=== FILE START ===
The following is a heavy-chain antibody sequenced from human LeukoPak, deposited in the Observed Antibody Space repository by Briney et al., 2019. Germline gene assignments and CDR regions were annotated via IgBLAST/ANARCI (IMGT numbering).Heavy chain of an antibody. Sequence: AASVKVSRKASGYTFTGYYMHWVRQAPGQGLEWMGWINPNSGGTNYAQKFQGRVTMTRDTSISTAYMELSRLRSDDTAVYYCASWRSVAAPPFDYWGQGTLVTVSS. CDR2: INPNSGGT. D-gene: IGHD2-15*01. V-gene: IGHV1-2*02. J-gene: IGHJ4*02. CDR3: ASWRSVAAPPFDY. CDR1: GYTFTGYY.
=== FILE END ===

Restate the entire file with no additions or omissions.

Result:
The following is a heavy-chain antibody sequenced from human LeukoPak, deposited in the Observed Antibody Space repository by Briney et al., 2019. Germline gene assignments and CDR regions were annotated via IgBLAST/ANARCI (IMGT numbering).Heavy chain of an antibody. Sequence: AASVKVSRKASGYTFTGYYMHWVRQAPGQGLEWMGWINPNSGGTNYAQKFQGRVTMTRDTSISTAYMELSRLRSDDTAVYYCASWRSVAAPPFDYWGQGTLVTVSS. CDR2: INPNSGGT. D-gene: IGHD2-15*01. V-gene: IGHV1-2*02. J-gene: IGHJ4*02. CDR3: ASWRSVAAPPFDY. CDR1: GYTFTGYY.